Some recruiters may give you questions before the interview. In that case, review them beforehand so you can start thinking of follow-up questions and get a sense of pacing. Other recruiters might not give you questions to ask during your interview, preferring to keep the interview less structured. When this happens, take a few minutes before the interview to jot down some questions you can ask the candidate rather than completely winging it when you enter the room. You’ll be thankful you did this prep work once the interview begins. A good place to start when writing up interview questions is with your company values. If one of your values is “Teamwork Makes the Dream Work” then try building a question around that idea, and ask something like, “Tell me about the best team you’ve ever worked on.” Make sure to avoid yes/no questions and keep your phrasing broad so that the candidate will open up. This same question can also be phrased as, “What’s the best team you’ve ever worked on?” but beginning the question with “Tell me more” is the most open-ended way to phrase it, giving the candidate of flexibility to answer the question and provide details. You can then use some of those details to ask follow-up questions and drill down on whatever part of their answer you think is most illuminating. 

Utilize the Phrase “Tell me more about that” 
Speaking of the phrase, “Tell me more…” it will quickly become your favorite question to ask when interviewing. If you’re struggling to think of a pointed follow-up question, just ask the candidate to tell you more about that. It’ll prompt them to go deeper in their answer and give you more information you can use to determine whether or not they’re the right fit for the role.

Utilize Long Pauses
Another way to prompt candidates to give you more details in their answers is by pausing for at least 5 seconds before responding or reacting to their answer. Though that kind of pause might feel awkward to you at first, it’ll prompt the candidate to keep talking and help you learn more about them.

Dig for Specific Examples From Your Candidate
Specific examples are the most useful type of information you can get out of an interview. Anyone can speak in generalities, but examples give you actual, concrete evidence of past job performance and experience. If you ask, “Tell me about a time you took a project from start to finish on your own,” and the candidate says, “I’ve worked on a bunch of projects on my own. I’m very independent and I always finish the things I start,” that’s well and good but it doesn’t tell you much about them. You need them to tell you an example of a project they worked on on their own, and an example of a time they were independent, and an example of something they started and then finished. If they can’t provide you with specific examples, that’s a red flag. In order to get at those examples, ask a follow-up question like, “When was the last time you did that?” or “How did you do that last?” Driving towards concrete examples in all of your questions, and then sharing those example with your team during the debrief will help you get the best possible information to use when making a hiring decision.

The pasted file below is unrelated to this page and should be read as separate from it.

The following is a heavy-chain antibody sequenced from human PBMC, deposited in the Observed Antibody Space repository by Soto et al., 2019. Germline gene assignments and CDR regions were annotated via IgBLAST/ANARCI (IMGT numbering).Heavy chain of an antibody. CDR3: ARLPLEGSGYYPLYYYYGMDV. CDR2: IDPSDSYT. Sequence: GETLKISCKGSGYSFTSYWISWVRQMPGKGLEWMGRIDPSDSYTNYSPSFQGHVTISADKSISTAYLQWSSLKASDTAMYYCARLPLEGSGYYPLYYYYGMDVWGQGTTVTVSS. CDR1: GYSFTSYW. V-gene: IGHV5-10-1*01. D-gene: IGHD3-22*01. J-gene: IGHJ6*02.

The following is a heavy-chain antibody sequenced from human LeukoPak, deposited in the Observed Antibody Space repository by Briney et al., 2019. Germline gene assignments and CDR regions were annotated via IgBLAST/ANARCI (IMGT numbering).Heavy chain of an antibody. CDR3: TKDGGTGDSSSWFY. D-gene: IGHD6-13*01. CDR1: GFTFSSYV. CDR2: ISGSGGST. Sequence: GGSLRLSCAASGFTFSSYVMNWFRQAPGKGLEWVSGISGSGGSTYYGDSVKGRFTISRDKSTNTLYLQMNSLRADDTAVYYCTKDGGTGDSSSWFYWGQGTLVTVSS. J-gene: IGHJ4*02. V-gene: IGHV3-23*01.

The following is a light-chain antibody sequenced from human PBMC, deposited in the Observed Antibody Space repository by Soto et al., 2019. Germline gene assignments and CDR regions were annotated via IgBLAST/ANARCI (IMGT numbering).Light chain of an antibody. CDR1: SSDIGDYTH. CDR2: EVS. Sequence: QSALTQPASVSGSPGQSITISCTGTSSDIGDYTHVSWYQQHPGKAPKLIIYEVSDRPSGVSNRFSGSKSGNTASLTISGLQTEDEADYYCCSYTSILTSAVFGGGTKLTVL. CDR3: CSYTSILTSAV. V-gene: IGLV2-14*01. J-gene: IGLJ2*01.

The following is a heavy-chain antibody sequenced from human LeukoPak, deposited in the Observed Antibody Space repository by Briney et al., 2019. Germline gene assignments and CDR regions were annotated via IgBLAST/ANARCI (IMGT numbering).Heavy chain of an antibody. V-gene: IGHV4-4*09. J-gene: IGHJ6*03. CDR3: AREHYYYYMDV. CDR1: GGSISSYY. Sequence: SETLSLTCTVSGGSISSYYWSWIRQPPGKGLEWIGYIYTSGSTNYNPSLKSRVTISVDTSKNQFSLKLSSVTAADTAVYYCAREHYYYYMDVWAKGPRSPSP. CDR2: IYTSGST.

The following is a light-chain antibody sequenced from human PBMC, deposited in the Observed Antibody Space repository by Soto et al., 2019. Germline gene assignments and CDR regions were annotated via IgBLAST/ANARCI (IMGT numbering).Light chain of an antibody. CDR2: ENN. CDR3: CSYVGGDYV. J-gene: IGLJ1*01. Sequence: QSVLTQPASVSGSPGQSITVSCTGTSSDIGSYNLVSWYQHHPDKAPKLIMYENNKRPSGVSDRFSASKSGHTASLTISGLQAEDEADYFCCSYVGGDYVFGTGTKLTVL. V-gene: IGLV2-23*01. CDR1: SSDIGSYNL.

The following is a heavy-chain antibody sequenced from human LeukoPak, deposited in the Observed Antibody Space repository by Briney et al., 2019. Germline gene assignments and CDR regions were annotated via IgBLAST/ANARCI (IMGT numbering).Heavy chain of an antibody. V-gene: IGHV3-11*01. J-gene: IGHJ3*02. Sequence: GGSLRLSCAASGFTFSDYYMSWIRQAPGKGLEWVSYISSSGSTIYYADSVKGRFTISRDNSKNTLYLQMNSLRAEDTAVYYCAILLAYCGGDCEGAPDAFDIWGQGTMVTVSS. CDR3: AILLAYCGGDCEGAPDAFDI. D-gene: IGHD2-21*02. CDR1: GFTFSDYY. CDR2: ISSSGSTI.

Don’t Ask Illegal Questions
Interviewing job candidates can often feel like making small talk at a dinner party, however, some of the most common small talk questions are actually illegal to ask in an interview. As an interviewer, you must avoid asking any questions that are discriminatory and could appear to bias you against the candidate. It sounds obvious at first–don’t ask about sexual orientation, gender, race, nationality, marital status, age or religion–but questions related to these topics can take many forms and often seem benevolent. For example, you cannot ask a candidate where they’re from, whether you’re referring to a country, a state or a neighborhood in your city. The candidate can ask you where you’re from and it may feel rude not to reciprocate the question, but as the interviewer you can’t ask. You also can’t ask what the person’s spouse does for work, or what their parents do, or if they have any children, even though these types of questions are handy conversation starters at networking events. In an interview, you have to avoid any question that might give you information you could intentionally or unintentionally use to generate a bias against the candidate. 

Avoid (Completely) Judging the Candidate on Intangibles
When you’re interviewing a candidate, it’s very easy to come out of it with a false positive. Maybe the candidate laughed at all your jokes, or you laughed at all of theirs. Maybe they projected an air of unshakeable confidence you really respected or maybe you just feel like you two vibed. These superficial judgments can distract you from the actual content of the interview. It doesn’t matter that the candidate was funny if they couldn’t give you a straight answer to any of your questions. I won’t suggest you completely discount gut feelings, but make sure you’re ultimately giving more weight for the candidate’s answers rather than to intangible things like the way they seemed or they way they made you feel.

Interviewing is hard! It’s an art form that takes years to master. If you’re tasked with interviewing a candidate for the first time, use these tips as a guide and everything will go just fine. And remember–you likely won’t be the only person interviewing the candidate, so it’s not entirely on you to evaluate them. Good interviewing involves a team.